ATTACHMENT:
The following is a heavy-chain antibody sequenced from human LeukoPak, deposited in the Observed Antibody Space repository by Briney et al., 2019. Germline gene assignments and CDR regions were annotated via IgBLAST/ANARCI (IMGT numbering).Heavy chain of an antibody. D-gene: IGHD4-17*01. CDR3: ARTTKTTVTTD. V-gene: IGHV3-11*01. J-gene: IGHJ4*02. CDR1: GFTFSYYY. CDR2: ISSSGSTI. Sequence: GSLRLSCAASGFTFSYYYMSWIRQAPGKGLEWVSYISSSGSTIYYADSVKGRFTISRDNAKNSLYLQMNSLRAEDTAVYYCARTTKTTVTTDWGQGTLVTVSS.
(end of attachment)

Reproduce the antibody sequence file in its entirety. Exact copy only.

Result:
The following is a heavy-chain antibody sequenced from human LeukoPak, deposited in the Observed Antibody Space repository by Briney et al., 2019. Germline gene assignments and CDR regions were annotated via IgBLAST/ANARCI (IMGT numbering).Heavy chain of an antibody. D-gene: IGHD4-17*01. CDR3: ARTTKTTVTTD. V-gene: IGHV3-11*01. J-gene: IGHJ4*02. CDR1: GFTFSYYY. CDR2: ISSSGSTI. Sequence: GSLRLSCAASGFTFSYYYMSWIRQAPGKGLEWVSYISSSGSTIYYADSVKGRFTISRDNAKNSLYLQMNSLRAEDTAVYYCARTTKTTVTTDWGQGTLVTVSS.